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Trustee, Ingunn Holen, posing for portraits.

Helping researchers understand people’s experience of bisphosphonates

Our Breast Cancer Voices have helped a team of researchers better understand how people feel about taking bisphosphonates for primary breast cancer. Our Voices use their diverse breast cancer experiences to create change and impact breast cancer work and research.

Reducing recurrence

Bisphosphonates are a type of drug that slows down or prevents bone damage. For people with primary breast cancer, bisphosphonates can reduce the risk of breast cancer spreading to the bones and other parts of the body.

In 2018, bisphosphonates became the UK standard of care for some women with primary breast cancer who’d gone through the menopause. As a result, Professor Ingunn Holen and her team at the University of Sheffield wanted to better patients' experience following this change in practice.

Asking the questions

To explore this, the researchers developed a survey with the following aims:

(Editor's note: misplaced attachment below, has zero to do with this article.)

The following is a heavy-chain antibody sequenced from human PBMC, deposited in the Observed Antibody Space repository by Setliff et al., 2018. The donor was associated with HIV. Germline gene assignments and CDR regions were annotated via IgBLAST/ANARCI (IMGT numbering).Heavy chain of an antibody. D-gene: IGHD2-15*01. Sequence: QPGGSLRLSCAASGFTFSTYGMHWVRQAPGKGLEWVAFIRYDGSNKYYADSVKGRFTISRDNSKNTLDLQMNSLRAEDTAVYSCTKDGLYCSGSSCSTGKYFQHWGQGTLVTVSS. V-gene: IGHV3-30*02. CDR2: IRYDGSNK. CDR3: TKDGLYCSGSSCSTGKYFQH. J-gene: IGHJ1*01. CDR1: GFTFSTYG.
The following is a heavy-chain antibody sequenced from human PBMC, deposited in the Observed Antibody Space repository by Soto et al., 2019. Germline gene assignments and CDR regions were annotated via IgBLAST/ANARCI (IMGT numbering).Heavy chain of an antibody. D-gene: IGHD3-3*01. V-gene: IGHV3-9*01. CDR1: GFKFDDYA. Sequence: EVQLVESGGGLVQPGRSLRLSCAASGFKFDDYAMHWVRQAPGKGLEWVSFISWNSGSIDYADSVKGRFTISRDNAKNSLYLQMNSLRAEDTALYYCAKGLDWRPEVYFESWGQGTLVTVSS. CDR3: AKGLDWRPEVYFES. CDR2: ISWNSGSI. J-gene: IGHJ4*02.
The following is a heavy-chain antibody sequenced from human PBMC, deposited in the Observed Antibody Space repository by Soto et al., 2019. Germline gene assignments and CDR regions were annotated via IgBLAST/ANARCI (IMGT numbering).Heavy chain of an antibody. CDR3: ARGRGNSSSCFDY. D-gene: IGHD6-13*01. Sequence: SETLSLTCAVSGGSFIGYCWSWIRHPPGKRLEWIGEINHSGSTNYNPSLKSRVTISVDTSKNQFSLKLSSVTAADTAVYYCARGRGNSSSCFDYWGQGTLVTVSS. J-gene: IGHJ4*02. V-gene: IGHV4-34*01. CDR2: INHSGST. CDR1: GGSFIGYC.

• To provide real-world data on patients’ experience taking bisphosphonates
  • To explore patients’ general understanding of why they receive bisphosphonates
  • To understand any difficulties or side effects of this treatment

They distributed their 30-question survey through Breast Cancer Voices, and 25 voices took part in the study.

The researchers found that 5% of participants didn’t complete the full course of treatment. The most common side effects were joint pain and fatigue, followed by flu-like symptoms and muscle pain. But 30% of the survey participants reported no side effects at all.

All participants understood that bisphosphonates prevented breast cancer from spreading to the bone, but only 55% mentioned that they helped prevent breast cancer from coming back. And only 41% mentioned that received enough information about the use of bisphosphonates after their surgery.

Providing better information

This research highlights that while people were motivated to complete their therapy, they didn’t always know why they were taking it. These findings will feed into work, to make sure that people taking bisphosphonates are fully informed of its purpose.

 

 

 

Breast Cancer Voices supported our project from what was only an idea until the end and the dissemination of our results. They put all the efforts to make our project as successful as possible. I learned so much throughout this process and the advice I received from the team.

Become a Breast Cancer Voice

Anyone who has been affected by breast cancer can become a Breast Cancer Voice and impact research. Find out opportunities to use your voice by joining our community.

Breast Cancer Voices

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